We need to put greater value on education

By Helen Neubauer, September 1, 2009

I found Autumn Grooms’ story about truancy extremely interesting – and the facts in it depressing (Sunday Tribune). It appears that there are many people who place little value on education, judging by the comments that have been posted about the story.

Truancy is related to “unexplained” absences. One woman ranted on about taking her child on vacation to see grandma … if parents notify a school that their child will be gone – and hopefully request some school work to take along if the child is going to miss several days of school – it is not “unexplained.” A teacher may not be happy with a student’s absence, particularly at the onset of a school year or if the student is having difficulty with a subject and will get further behind, but most teachers are more than willing to work with a student and their parents if an illness or vacation keeps the child from attending classes.

I find it disturbing that a parent would not understand that giving a child the impression that school isn’t important – regardless of it being “only” Kindergarten – sets a precedent. If going on a shopping trip to the Twin Cities or staying home to watch the time vacuum is considered to be an appropriate reason for missing school, is it no wonder that adolescents frequently regard school as “a waste of time,” “meaningless” or just plain unimportant?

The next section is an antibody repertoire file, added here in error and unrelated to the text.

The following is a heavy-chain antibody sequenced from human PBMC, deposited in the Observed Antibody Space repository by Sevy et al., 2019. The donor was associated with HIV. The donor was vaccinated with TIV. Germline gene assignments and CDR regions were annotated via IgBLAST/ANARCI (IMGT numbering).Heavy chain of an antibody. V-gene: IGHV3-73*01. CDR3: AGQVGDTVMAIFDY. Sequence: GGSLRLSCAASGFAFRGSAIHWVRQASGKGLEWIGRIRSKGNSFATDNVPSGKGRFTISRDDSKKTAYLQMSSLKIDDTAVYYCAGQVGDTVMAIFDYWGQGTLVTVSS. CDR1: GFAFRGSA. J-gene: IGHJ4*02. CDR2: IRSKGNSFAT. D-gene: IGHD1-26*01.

State law does not require a child younger than 6 to be in school; if a parent would rather have a 5-year-old stay home and play, it is the parent’s prerogative; however, if parents’ do enroll their child in school, they should make it a priority to encourage their children’s education.

I agree that not all time away from the classroom is bad. Parents can certainly augment their children’s education with books, trips to a museum, zoo or nature area, etc. I think they should do this; it is not only a learning experience for the child but also rewarding family time. However, teaching your child responsible behavior and helping him or her to see school as a positive experience should be a priority for everyone.

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